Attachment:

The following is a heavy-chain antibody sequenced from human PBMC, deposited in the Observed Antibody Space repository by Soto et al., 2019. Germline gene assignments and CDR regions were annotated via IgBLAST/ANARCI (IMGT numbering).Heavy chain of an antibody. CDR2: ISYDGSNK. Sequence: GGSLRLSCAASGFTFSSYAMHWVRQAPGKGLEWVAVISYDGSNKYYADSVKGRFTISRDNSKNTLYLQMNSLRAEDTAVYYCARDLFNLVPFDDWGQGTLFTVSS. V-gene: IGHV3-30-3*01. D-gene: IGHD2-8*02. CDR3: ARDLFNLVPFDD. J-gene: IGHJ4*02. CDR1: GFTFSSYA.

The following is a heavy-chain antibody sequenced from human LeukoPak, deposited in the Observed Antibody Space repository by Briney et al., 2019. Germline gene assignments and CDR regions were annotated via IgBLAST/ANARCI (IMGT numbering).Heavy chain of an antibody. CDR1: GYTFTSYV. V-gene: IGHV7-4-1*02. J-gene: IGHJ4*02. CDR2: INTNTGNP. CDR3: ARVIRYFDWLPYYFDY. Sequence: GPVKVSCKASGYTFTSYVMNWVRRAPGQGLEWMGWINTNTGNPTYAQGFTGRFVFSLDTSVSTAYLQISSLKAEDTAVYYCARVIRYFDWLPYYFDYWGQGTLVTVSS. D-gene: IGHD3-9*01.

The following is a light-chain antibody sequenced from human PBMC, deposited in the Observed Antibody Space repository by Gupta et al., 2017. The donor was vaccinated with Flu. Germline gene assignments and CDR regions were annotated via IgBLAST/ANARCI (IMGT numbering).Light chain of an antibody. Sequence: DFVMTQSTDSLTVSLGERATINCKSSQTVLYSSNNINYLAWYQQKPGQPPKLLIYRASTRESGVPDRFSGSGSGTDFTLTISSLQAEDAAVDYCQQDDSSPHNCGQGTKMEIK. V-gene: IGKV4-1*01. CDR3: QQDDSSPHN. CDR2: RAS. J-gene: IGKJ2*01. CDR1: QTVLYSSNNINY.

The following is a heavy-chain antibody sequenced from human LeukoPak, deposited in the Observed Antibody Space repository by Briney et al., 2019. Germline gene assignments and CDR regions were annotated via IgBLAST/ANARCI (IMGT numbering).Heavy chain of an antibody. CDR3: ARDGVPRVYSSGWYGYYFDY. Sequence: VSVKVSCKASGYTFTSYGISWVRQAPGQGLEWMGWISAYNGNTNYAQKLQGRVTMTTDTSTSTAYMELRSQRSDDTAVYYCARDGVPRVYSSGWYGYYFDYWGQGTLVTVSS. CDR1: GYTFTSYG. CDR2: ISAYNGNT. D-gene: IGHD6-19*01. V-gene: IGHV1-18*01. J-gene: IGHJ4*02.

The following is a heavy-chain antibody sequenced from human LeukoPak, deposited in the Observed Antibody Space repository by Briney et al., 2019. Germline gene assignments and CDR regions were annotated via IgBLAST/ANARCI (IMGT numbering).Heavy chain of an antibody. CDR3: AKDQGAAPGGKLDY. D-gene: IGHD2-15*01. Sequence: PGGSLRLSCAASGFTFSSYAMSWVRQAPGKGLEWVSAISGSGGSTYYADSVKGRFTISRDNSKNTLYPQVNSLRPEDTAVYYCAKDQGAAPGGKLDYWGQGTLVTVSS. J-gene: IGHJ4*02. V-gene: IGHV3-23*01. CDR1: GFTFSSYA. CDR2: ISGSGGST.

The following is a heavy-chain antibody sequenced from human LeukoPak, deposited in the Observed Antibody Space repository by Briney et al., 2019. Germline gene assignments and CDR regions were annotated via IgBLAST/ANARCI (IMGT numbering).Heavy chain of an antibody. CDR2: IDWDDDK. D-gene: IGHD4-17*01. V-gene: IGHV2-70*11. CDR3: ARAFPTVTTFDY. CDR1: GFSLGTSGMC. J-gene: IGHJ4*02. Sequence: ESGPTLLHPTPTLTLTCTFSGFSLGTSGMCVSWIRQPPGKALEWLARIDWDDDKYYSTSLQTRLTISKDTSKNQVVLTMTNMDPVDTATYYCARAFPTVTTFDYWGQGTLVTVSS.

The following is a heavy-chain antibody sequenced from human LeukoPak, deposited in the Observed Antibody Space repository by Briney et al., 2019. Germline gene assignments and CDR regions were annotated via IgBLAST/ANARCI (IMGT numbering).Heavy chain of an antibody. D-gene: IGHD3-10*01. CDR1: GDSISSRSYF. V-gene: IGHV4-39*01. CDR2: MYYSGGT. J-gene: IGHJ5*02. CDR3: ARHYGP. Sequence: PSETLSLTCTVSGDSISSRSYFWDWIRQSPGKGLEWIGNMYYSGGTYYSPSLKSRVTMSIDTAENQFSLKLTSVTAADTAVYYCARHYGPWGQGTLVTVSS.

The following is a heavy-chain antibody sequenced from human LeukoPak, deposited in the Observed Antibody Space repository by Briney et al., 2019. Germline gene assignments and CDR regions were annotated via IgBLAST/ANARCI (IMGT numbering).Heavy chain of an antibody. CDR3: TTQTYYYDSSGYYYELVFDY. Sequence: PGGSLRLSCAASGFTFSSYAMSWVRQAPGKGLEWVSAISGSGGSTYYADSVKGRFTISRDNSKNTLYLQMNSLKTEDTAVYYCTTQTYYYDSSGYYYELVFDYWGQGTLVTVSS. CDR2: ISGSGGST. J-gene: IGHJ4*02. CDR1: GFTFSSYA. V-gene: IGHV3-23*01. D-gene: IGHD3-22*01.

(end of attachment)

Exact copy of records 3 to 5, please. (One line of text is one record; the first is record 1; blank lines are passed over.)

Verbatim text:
The following is a light-chain antibody sequenced from human PBMC, deposited in the Observed Antibody Space repository by Gupta et al., 2017. The donor was vaccinated with Flu. Germline gene assignments and CDR regions were annotated via IgBLAST/ANARCI (IMGT numbering).Light chain of an antibody. Sequence: DFVMTQSTDSLTVSLGERATINCKSSQTVLYSSNNINYLAWYQQKPGQPPKLLIYRASTRESGVPDRFSGSGSGTDFTLTISSLQAEDAAVDYCQQDDSSPHNCGQGTKMEIK. V-gene: IGKV4-1*01. CDR3: QQDDSSPHN. CDR2: RAS. J-gene: IGKJ2*01. CDR1: QTVLYSSNNINY.

The following is a heavy-chain antibody sequenced from human LeukoPak, deposited in the Observed Antibody Space repository by Briney et al., 2019. Germline gene assignments and CDR regions were annotated via IgBLAST/ANARCI (IMGT numbering).Heavy chain of an antibody. CDR3: ARDGVPRVYSSGWYGYYFDY. Sequence: VSVKVSCKASGYTFTSYGISWVRQAPGQGLEWMGWISAYNGNTNYAQKLQGRVTMTTDTSTSTAYMELRSQRSDDTAVYYCARDGVPRVYSSGWYGYYFDYWGQGTLVTVSS. CDR1: GYTFTSYG. CDR2: ISAYNGNT. D-gene: IGHD6-19*01. V-gene: IGHV1-18*01. J-gene: IGHJ4*02.

The following is a heavy-chain antibody sequenced from human LeukoPak, deposited in the Observed Antibody Space repository by Briney et al., 2019. Germline gene assignments and CDR regions were annotated via IgBLAST/ANARCI (IMGT numbering).Heavy chain of an antibody. CDR3: AKDQGAAPGGKLDY. D-gene: IGHD2-15*01. Sequence: PGGSLRLSCAASGFTFSSYAMSWVRQAPGKGLEWVSAISGSGGSTYYADSVKGRFTISRDNSKNTLYPQVNSLRPEDTAVYYCAKDQGAAPGGKLDYWGQGTLVTVSS. J-gene: IGHJ4*02. V-gene: IGHV3-23*01. CDR1: GFTFSSYA. CDR2: ISGSGGST.